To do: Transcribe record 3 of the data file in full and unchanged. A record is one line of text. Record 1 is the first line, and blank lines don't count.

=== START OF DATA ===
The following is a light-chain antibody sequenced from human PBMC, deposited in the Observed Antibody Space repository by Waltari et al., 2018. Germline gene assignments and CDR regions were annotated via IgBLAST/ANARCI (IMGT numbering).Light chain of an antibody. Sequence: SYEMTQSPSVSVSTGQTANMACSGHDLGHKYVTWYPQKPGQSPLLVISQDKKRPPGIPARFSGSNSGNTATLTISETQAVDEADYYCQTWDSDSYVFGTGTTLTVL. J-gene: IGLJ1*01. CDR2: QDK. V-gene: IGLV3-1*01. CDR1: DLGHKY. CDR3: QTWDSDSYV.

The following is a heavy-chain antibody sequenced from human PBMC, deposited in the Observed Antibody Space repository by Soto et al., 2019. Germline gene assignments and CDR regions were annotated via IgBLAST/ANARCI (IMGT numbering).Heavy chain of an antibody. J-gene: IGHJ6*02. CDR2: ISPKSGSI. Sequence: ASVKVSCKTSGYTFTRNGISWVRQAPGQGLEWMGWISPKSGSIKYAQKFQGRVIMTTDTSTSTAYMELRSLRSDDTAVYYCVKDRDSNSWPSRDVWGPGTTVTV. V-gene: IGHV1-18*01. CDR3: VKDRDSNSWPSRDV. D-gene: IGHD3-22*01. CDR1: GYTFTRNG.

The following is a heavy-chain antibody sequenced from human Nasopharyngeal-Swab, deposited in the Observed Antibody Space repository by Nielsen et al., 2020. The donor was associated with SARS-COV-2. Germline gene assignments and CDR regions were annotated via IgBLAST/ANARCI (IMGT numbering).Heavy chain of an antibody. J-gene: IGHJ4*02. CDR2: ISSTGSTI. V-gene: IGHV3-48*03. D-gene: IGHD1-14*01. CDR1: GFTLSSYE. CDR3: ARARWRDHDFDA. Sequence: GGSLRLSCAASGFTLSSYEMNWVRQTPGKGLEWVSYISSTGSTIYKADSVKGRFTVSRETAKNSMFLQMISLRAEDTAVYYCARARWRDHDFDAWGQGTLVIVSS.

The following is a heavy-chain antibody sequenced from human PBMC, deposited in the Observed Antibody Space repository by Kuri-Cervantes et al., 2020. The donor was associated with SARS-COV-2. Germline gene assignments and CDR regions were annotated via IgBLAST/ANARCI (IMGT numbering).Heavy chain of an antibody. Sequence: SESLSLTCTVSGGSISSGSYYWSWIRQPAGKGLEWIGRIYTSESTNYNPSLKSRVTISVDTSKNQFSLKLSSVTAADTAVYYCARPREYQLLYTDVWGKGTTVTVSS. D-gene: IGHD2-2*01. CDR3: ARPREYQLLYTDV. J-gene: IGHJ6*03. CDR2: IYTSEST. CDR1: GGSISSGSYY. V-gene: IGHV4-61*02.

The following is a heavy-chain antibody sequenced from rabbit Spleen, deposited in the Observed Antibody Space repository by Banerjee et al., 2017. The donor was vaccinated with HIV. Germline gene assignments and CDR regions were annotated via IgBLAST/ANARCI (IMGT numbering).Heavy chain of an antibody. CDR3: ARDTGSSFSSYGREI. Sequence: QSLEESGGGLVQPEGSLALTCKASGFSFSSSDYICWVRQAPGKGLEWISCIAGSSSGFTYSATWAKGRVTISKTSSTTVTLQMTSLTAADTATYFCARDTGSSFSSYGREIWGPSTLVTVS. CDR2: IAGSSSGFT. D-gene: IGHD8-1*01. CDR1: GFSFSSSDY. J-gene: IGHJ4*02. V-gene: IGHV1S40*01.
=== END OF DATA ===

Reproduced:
The following is a heavy-chain antibody sequenced from human Nasopharyngeal-Swab, deposited in the Observed Antibody Space repository by Nielsen et al., 2020. The donor was associated with SARS-COV-2. Germline gene assignments and CDR regions were annotated via IgBLAST/ANARCI (IMGT numbering).Heavy chain of an antibody. J-gene: IGHJ4*02. CDR2: ISSTGSTI. V-gene: IGHV3-48*03. D-gene: IGHD1-14*01. CDR1: GFTLSSYE. CDR3: ARARWRDHDFDA. Sequence: GGSLRLSCAASGFTLSSYEMNWVRQTPGKGLEWVSYISSTGSTIYKADSVKGRFTVSRETAKNSMFLQMISLRAEDTAVYYCARARWRDHDFDAWGQGTLVIVSS.